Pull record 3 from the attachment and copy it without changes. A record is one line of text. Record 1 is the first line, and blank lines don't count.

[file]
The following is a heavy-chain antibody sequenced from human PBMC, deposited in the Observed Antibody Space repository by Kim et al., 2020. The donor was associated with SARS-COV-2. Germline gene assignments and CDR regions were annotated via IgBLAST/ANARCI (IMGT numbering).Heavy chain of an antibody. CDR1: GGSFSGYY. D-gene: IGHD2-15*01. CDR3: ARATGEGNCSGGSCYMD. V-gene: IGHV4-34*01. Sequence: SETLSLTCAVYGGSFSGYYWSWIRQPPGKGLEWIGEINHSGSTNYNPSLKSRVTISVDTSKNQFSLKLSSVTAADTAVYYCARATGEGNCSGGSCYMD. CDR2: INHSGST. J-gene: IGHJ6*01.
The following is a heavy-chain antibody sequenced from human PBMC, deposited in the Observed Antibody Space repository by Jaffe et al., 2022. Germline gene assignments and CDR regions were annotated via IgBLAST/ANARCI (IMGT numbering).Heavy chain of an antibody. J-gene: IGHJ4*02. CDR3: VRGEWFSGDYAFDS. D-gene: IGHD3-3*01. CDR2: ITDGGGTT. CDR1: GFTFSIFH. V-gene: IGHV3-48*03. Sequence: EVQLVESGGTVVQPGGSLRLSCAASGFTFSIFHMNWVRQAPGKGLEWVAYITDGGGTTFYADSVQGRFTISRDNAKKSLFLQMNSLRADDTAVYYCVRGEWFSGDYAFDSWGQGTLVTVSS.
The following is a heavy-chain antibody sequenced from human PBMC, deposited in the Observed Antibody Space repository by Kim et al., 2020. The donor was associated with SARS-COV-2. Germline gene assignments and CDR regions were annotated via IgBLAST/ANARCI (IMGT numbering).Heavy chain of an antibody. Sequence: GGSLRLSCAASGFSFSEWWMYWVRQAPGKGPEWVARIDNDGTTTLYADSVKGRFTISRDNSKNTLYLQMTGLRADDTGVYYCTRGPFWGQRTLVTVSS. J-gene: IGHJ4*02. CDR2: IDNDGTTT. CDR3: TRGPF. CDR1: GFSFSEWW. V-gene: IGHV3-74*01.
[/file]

The following is a heavy-chain antibody sequenced from human PBMC, deposited in the Observed Antibody Space repository by Kim et al., 2020. The donor was associated with SARS-COV-2. Germline gene assignments and CDR regions were annotated via IgBLAST/ANARCI (IMGT numbering).Heavy chain of an antibody. Sequence: GGSLRLSCAASGFSFSEWWMYWVRQAPGKGPEWVARIDNDGTTTLYADSVKGRFTISRDNSKNTLYLQMTGLRADDTGVYYCTRGPFWGQRTLVTVSS. J-gene: IGHJ4*02. CDR2: IDNDGTTT. CDR3: TRGPF. CDR1: GFSFSEWW. V-gene: IGHV3-74*01.